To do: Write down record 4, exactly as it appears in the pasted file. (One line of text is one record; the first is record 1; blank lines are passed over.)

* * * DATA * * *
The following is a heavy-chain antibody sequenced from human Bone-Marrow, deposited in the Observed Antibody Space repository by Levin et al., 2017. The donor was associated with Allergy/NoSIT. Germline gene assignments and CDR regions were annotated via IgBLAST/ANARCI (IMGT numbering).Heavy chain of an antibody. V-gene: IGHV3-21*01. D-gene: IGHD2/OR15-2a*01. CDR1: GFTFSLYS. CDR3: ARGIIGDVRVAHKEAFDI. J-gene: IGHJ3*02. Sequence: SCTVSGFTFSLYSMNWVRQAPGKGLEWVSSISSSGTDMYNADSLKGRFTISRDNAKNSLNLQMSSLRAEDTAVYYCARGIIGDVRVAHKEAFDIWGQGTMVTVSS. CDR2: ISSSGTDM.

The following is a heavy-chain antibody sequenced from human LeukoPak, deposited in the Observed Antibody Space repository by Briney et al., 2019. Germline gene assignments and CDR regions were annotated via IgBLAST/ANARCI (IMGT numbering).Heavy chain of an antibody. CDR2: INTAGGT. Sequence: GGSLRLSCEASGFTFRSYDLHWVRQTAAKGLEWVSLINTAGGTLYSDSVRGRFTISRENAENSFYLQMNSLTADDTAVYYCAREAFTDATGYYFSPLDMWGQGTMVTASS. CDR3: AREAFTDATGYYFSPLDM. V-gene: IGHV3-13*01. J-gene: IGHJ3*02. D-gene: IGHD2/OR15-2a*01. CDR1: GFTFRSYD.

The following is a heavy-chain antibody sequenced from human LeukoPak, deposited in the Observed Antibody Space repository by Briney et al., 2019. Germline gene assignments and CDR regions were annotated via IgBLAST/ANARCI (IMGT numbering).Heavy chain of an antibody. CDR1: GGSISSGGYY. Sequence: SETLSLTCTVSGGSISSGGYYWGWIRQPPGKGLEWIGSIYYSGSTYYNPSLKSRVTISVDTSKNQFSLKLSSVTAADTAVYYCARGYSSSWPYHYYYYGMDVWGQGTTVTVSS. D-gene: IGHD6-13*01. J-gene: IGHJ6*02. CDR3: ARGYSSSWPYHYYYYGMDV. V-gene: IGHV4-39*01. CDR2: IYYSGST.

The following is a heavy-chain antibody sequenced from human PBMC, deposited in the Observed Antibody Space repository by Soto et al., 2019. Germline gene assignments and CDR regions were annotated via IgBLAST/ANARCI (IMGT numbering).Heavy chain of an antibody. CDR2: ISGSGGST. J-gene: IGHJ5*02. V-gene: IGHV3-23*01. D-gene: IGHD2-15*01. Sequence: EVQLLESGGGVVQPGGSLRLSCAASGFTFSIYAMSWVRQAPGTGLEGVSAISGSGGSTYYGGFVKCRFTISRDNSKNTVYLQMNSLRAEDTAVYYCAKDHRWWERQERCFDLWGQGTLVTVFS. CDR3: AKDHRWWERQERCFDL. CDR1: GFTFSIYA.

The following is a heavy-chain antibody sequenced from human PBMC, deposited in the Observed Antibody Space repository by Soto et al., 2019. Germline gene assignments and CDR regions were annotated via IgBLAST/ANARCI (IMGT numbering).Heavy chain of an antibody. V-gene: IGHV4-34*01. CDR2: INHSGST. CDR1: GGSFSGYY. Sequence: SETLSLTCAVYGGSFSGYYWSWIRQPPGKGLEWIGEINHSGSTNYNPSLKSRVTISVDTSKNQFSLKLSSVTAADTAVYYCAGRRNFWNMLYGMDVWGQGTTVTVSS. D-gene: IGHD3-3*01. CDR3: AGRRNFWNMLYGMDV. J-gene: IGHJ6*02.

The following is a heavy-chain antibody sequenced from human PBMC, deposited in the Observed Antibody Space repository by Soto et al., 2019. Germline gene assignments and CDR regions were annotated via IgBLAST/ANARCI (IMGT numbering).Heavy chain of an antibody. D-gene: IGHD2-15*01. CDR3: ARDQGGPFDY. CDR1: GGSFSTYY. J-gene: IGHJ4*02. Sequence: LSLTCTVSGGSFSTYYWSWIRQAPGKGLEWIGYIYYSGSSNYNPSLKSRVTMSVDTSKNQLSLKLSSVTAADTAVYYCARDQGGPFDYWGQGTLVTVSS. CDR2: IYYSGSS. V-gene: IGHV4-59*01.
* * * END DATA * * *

The following is a heavy-chain antibody sequenced from human PBMC, deposited in the Observed Antibody Space repository by Soto et al., 2019. Germline gene assignments and CDR regions were annotated via IgBLAST/ANARCI (IMGT numbering).Heavy chain of an antibody. CDR2: ISGSGGST. J-gene: IGHJ5*02. V-gene: IGHV3-23*01. D-gene: IGHD2-15*01. Sequence: EVQLLESGGGVVQPGGSLRLSCAASGFTFSIYAMSWVRQAPGTGLEGVSAISGSGGSTYYGGFVKCRFTISRDNSKNTVYLQMNSLRAEDTAVYYCAKDHRWWERQERCFDLWGQGTLVTVFS. CDR3: AKDHRWWERQERCFDL. CDR1: GFTFSIYA.